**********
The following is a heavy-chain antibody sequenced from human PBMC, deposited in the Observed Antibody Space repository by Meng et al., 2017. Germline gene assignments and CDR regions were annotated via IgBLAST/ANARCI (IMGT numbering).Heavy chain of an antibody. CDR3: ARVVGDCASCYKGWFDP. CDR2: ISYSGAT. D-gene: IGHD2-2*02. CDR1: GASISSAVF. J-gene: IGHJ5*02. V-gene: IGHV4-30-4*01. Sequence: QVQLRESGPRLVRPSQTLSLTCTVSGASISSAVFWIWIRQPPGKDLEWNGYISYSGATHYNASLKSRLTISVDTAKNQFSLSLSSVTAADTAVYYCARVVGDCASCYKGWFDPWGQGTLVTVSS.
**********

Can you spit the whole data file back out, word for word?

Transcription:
The following is a heavy-chain antibody sequenced from human PBMC, deposited in the Observed Antibody Space repository by Meng et al., 2017. Germline gene assignments and CDR regions were annotated via IgBLAST/ANARCI (IMGT numbering).Heavy chain of an antibody. CDR3: ARVVGDCASCYKGWFDP. CDR2: ISYSGAT. D-gene: IGHD2-2*02. CDR1: GASISSAVF. J-gene: IGHJ5*02. V-gene: IGHV4-30-4*01. Sequence: QVQLRESGPRLVRPSQTLSLTCTVSGASISSAVFWIWIRQPPGKDLEWNGYISYSGATHYNASLKSRLTISVDTAKNQFSLSLSSVTAADTAVYYCARVVGDCASCYKGWFDPWGQGTLVTVSS.